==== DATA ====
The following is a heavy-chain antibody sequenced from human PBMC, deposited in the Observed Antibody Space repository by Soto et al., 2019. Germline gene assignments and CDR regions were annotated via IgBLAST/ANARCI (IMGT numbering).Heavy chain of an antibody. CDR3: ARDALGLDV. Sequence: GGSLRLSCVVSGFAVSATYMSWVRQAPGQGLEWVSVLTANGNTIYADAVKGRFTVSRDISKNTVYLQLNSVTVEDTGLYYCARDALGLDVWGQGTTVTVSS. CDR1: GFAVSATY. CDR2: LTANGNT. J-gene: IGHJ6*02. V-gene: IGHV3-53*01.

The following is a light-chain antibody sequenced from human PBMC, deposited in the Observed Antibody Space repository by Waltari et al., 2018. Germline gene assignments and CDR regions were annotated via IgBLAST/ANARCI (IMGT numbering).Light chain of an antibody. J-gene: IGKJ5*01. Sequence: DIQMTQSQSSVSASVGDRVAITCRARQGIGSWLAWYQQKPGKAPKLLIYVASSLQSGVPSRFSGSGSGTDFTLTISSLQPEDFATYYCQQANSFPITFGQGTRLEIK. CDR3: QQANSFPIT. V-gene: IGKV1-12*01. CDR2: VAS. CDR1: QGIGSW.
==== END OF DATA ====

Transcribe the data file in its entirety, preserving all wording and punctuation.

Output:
The following is a heavy-chain antibody sequenced from human PBMC, deposited in the Observed Antibody Space repository by Soto et al., 2019. Germline gene assignments and CDR regions were annotated via IgBLAST/ANARCI (IMGT numbering).Heavy chain of an antibody. CDR3: ARDALGLDV. Sequence: GGSLRLSCVVSGFAVSATYMSWVRQAPGQGLEWVSVLTANGNTIYADAVKGRFTVSRDISKNTVYLQLNSVTVEDTGLYYCARDALGLDVWGQGTTVTVSS. CDR1: GFAVSATY. CDR2: LTANGNT. J-gene: IGHJ6*02. V-gene: IGHV3-53*01.

The following is a light-chain antibody sequenced from human PBMC, deposited in the Observed Antibody Space repository by Waltari et al., 2018. Germline gene assignments and CDR regions were annotated via IgBLAST/ANARCI (IMGT numbering).Light chain of an antibody. J-gene: IGKJ5*01. Sequence: DIQMTQSQSSVSASVGDRVAITCRARQGIGSWLAWYQQKPGKAPKLLIYVASSLQSGVPSRFSGSGSGTDFTLTISSLQPEDFATYYCQQANSFPITFGQGTRLEIK. CDR3: QQANSFPIT. V-gene: IGKV1-12*01. CDR2: VAS. CDR1: QGIGSW.